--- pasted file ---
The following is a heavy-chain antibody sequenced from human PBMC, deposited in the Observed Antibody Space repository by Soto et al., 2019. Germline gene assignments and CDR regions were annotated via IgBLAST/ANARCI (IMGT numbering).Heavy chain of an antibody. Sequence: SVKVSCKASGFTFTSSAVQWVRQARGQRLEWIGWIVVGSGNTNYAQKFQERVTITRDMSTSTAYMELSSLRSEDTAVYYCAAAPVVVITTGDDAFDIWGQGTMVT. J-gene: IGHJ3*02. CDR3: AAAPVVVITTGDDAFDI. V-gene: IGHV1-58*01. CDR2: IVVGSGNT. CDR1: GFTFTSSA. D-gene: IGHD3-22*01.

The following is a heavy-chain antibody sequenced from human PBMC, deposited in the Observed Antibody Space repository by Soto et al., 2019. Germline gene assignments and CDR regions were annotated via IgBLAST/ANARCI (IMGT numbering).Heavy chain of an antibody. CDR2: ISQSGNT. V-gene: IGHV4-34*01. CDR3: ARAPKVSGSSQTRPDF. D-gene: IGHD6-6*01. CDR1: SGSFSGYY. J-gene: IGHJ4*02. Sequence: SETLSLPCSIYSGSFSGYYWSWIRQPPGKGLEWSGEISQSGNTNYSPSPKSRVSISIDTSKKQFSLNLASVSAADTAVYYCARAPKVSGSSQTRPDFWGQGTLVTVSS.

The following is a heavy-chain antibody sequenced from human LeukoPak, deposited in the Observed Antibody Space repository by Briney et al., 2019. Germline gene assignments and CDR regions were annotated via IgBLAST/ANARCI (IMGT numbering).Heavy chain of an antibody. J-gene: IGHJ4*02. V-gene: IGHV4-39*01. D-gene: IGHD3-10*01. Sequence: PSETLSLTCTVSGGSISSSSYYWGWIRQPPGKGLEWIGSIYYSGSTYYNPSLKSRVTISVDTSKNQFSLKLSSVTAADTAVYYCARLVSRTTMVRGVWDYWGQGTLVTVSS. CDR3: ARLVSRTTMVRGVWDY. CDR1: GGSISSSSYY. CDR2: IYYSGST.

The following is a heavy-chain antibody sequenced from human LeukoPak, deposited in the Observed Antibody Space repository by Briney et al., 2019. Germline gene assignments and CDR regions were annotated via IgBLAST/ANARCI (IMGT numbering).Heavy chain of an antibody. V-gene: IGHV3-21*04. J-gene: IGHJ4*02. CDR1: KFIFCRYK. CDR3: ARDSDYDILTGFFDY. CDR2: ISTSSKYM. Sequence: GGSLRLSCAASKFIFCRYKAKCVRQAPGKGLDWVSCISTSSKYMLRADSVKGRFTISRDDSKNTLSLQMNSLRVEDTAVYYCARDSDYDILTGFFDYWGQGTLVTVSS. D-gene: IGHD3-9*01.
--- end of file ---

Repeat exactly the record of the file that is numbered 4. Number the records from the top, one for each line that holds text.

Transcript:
The following is a heavy-chain antibody sequenced from human LeukoPak, deposited in the Observed Antibody Space repository by Briney et al., 2019. Germline gene assignments and CDR regions were annotated via IgBLAST/ANARCI (IMGT numbering).Heavy chain of an antibody. V-gene: IGHV3-21*04. J-gene: IGHJ4*02. CDR1: KFIFCRYK. CDR3: ARDSDYDILTGFFDY. CDR2: ISTSSKYM. Sequence: GGSLRLSCAASKFIFCRYKAKCVRQAPGKGLDWVSCISTSSKYMLRADSVKGRFTISRDDSKNTLSLQMNSLRVEDTAVYYCARDSDYDILTGFFDYWGQGTLVTVSS. D-gene: IGHD3-9*01.